With the release of this CD, the executives at Verve and their marketing staff proved that yes, indeed, jazz can sell. The veteran tenor Joe Henderson has had a distinctive sound and style of his own ever since he first entered the jazz major leagues yet he has spent long periods in relative obscurity before reaching his current status as a jazz superstar. As for the music on his "comeback" disc, it does deserve all of the hype. Henderson performs ten of Billy Strayhorn's most enduring compositions in a variety of settings ranging from a full quintet with trumpeter Wynton Marsalis and duets with pianist Stephen Scott, bassist Christian McBride, and drummer Gregory Hutchinson to an unaccompanied solo exploration of "Lush Life." This memorable outing succeeded both artistically and commercially and is highly recommended.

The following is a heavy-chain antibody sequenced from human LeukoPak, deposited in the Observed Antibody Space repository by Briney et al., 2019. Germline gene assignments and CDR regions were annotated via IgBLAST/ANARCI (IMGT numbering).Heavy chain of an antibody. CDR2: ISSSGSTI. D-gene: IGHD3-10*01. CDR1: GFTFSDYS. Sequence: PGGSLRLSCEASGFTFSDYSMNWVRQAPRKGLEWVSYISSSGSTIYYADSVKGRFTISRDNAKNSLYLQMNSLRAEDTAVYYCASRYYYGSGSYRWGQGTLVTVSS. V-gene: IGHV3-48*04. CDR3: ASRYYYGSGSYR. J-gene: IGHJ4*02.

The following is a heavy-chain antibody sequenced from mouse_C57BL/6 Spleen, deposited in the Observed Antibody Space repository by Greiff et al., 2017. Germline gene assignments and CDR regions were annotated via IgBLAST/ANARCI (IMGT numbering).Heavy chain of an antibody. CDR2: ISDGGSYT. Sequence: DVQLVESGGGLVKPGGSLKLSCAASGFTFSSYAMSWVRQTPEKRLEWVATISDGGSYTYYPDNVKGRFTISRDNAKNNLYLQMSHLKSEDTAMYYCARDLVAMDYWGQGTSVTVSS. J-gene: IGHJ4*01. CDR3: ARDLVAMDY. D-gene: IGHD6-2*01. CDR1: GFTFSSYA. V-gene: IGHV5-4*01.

The epitome of class and elegance without the stuffiness, Ron Carter has been a world-class bassist and cellist since the '60s. He's among the greatest accompanists of all time, and has made many albums exhibiting his prodigious technique. He's a brilliant rhythmic and melodic player, who uses everything in the bass and cello arsenal; walking lines, thick, full, prominent notes and tones, drones and strumming effects, and melody snippets.
Ron Carter / Cedar Walton Duo
One of the most valued of all hard bop accompanists, Cedar Walton was a versatile pianist whose funky touch and cogent melodic sense graced the recordings of many of jazz's greatest players. He was also one of the music's more underrated composers; although he was always a first-rate interpreter of standards, Walton wrote a number of excellent tunes...